Another thing Brown has worked on has been her leadership. Being a strong leader is important as a setter, and Brown felt she could have done a better job as a leader last season.
“(Leadership) was at times forced (last year),” Brown said. “I’m very type-A and so when things in my mind that I wanted to happen didn’t happen in real life, (I would think) ‘why isn’t that happening my way?’ Now, I step back and realize — it’s not all about me. There’s 16 or 15 of us girls and a whole entire coaching staff, so it can’t be all about me. I have to put the team’s needs in front of mine. I’m completely comfortable with that now.”
To help remedy her shortcomings as a leader last season, Brown has applied her detail-oriented approach as a setter to how she handles relationships with her teammates. She’s worked to develop one-on-one relationships with all of her teammates, which she feels will make everyone more comfortable receiving assists from her on the court.
By getting to know each of her teammates well, Brown hopes she’ll be able to better motivate each player as an individual. She strongly believes leadership shouldn’t be done through a one-size-fits-all approach, and that being friends with her teammates off the court will help her be better at knowing what to say to them in big moments.
In terms of how she came to her leadership approach, she credits some inspiration to Illinois volleyball alum Blayke Hranicka. Hranicka had gotten good playing time in the 2017 season, but in 2018, she was delegated to the bench. Brown has a large admiration for how Hranicka accepted her reduced role.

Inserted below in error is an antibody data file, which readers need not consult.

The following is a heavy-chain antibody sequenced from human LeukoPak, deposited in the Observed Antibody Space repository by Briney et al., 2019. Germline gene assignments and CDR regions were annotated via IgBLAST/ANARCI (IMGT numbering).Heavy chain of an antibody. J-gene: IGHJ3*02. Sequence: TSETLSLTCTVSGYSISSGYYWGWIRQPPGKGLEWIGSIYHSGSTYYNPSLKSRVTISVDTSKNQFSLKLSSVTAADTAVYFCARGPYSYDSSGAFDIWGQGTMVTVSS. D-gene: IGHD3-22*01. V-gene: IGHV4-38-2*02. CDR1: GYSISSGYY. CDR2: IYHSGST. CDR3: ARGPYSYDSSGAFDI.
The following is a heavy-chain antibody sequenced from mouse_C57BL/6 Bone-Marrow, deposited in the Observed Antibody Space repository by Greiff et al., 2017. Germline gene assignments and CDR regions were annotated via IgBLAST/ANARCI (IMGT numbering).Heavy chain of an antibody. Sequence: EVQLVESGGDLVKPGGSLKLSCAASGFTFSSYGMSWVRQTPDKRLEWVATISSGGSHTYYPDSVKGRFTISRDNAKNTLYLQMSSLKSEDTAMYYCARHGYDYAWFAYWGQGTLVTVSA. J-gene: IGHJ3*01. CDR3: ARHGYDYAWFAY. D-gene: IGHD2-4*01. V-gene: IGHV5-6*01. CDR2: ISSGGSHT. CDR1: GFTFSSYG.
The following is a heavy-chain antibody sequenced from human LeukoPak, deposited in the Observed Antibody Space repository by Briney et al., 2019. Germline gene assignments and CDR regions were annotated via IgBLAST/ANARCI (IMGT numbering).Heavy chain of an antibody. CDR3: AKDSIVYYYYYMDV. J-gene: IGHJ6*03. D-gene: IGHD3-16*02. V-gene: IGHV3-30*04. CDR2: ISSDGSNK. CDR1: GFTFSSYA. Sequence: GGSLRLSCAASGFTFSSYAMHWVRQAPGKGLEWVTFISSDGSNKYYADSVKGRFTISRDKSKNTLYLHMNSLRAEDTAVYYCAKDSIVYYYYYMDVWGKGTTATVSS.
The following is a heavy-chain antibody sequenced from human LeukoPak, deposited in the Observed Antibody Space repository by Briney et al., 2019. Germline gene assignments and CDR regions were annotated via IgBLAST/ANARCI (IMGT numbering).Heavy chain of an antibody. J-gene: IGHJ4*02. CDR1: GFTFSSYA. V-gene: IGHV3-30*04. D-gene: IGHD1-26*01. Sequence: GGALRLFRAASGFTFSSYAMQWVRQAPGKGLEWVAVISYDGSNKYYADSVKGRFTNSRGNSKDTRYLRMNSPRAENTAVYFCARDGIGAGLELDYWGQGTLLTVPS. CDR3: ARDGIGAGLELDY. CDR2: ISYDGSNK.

“She took on the role of helping the middles when they came out,” Brown said. “Helping (suggest) what shot they should do or tendencies of the other hitters for blocking. She always was the first person to spot up someone who was in their own head and encouraged them and helped them and supported them. She never complained about her role. She really took on her own role and I think that was a huge part of our success.”
While Brown has worked to be more of a team-first leader, that doesn’t mean she’s lost her focus on hard work. During the offseason, Brown watched “The Last Dance,” and it reinforced her values in grit and determination.
“Something that stuck out to me was that Michael Jordan never asked something of his teammates that he wouldn’t do (himself),” Brown said. “I’m not going to expect something out of my teammate that I wouldn’t expect of myself. I’m not going to hold others to 100% effort if I can’t hold myself to that, too.”
Looking forward, Brown will soon get the opportunity to showcase how much she’s improved as a leader. She’s mentioned a distaste for comparisons to the team’s previous star setter, Jordyn Poulter, as Brown feels she should be seen as her own unique self. When volleyball returns, Brown will get the chance to showcase exactly the type of individual she can be. Last season’s shortcomings were largely attributed to faulty leadership, so all eyes will be on Brown.
She’s counting on it.